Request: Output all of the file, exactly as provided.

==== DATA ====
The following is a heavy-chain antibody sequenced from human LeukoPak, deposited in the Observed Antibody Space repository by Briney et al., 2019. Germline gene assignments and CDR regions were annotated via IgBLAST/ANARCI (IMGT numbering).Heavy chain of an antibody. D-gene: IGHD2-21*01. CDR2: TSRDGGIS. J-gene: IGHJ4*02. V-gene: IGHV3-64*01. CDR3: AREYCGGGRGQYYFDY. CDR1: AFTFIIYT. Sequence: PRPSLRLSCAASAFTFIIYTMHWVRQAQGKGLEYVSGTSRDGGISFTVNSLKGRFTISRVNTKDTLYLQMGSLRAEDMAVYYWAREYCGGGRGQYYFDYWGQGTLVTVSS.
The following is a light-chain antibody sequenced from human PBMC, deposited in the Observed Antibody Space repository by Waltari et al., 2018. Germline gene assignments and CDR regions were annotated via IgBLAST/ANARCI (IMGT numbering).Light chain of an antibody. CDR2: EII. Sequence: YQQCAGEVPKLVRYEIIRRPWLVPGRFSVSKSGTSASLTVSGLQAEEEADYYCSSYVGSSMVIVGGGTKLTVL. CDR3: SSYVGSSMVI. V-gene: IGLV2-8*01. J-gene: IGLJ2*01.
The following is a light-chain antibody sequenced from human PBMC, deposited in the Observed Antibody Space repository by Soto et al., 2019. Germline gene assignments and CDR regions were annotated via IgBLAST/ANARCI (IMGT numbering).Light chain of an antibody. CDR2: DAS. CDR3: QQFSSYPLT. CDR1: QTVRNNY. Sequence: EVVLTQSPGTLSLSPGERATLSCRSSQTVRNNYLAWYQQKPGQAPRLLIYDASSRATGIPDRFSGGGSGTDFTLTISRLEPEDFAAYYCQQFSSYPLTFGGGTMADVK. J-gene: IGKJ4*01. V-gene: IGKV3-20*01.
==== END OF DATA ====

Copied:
The following is a heavy-chain antibody sequenced from human LeukoPak, deposited in the Observed Antibody Space repository by Briney et al., 2019. Germline gene assignments and CDR regions were annotated via IgBLAST/ANARCI (IMGT numbering).Heavy chain of an antibody. D-gene: IGHD2-21*01. CDR2: TSRDGGIS. J-gene: IGHJ4*02. V-gene: IGHV3-64*01. CDR3: AREYCGGGRGQYYFDY. CDR1: AFTFIIYT. Sequence: PRPSLRLSCAASAFTFIIYTMHWVRQAQGKGLEYVSGTSRDGGISFTVNSLKGRFTISRVNTKDTLYLQMGSLRAEDMAVYYWAREYCGGGRGQYYFDYWGQGTLVTVSS.
The following is a light-chain antibody sequenced from human PBMC, deposited in the Observed Antibody Space repository by Waltari et al., 2018. Germline gene assignments and CDR regions were annotated via IgBLAST/ANARCI (IMGT numbering).Light chain of an antibody. CDR2: EII. Sequence: YQQCAGEVPKLVRYEIIRRPWLVPGRFSVSKSGTSASLTVSGLQAEEEADYYCSSYVGSSMVIVGGGTKLTVL. CDR3: SSYVGSSMVI. V-gene: IGLV2-8*01. J-gene: IGLJ2*01.
The following is a light-chain antibody sequenced from human PBMC, deposited in the Observed Antibody Space repository by Soto et al., 2019. Germline gene assignments and CDR regions were annotated via IgBLAST/ANARCI (IMGT numbering).Light chain of an antibody. CDR2: DAS. CDR3: QQFSSYPLT. CDR1: QTVRNNY. Sequence: EVVLTQSPGTLSLSPGERATLSCRSSQTVRNNYLAWYQQKPGQAPRLLIYDASSRATGIPDRFSGGGSGTDFTLTISRLEPEDFAAYYCQQFSSYPLTFGGGTMADVK. J-gene: IGKJ4*01. V-gene: IGKV3-20*01.